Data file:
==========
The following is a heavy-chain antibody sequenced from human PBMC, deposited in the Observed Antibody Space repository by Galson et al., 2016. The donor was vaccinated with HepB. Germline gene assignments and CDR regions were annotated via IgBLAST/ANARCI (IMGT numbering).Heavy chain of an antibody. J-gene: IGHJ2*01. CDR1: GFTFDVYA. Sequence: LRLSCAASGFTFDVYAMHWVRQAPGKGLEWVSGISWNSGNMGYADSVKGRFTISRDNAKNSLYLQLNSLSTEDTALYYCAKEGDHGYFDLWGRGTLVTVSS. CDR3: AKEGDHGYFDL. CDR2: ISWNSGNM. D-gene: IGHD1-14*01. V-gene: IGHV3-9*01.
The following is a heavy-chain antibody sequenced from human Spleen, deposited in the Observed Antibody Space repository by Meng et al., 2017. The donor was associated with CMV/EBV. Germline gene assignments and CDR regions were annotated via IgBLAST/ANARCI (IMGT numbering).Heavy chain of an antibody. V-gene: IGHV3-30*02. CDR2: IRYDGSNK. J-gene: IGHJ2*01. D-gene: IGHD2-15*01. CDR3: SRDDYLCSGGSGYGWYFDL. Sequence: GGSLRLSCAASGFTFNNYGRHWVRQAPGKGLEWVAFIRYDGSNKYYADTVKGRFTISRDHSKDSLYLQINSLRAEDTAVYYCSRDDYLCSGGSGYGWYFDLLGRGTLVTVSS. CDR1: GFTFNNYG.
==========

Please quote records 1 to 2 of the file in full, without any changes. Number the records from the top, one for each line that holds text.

The following is a heavy-chain antibody sequenced from human PBMC, deposited in the Observed Antibody Space repository by Galson et al., 2016. The donor was vaccinated with HepB. Germline gene assignments and CDR regions were annotated via IgBLAST/ANARCI (IMGT numbering).Heavy chain of an antibody. J-gene: IGHJ2*01. CDR1: GFTFDVYA. Sequence: LRLSCAASGFTFDVYAMHWVRQAPGKGLEWVSGISWNSGNMGYADSVKGRFTISRDNAKNSLYLQLNSLSTEDTALYYCAKEGDHGYFDLWGRGTLVTVSS. CDR3: AKEGDHGYFDL. CDR2: ISWNSGNM. D-gene: IGHD1-14*01. V-gene: IGHV3-9*01.
The following is a heavy-chain antibody sequenced from human Spleen, deposited in the Observed Antibody Space repository by Meng et al., 2017. The donor was associated with CMV/EBV. Germline gene assignments and CDR regions were annotated via IgBLAST/ANARCI (IMGT numbering).Heavy chain of an antibody. V-gene: IGHV3-30*02. CDR2: IRYDGSNK. J-gene: IGHJ2*01. D-gene: IGHD2-15*01. CDR3: SRDDYLCSGGSGYGWYFDL. Sequence: GGSLRLSCAASGFTFNNYGRHWVRQAPGKGLEWVAFIRYDGSNKYYADTVKGRFTISRDHSKDSLYLQINSLRAEDTAVYYCSRDDYLCSGGSGYGWYFDLLGRGTLVTVSS. CDR1: GFTFNNYG.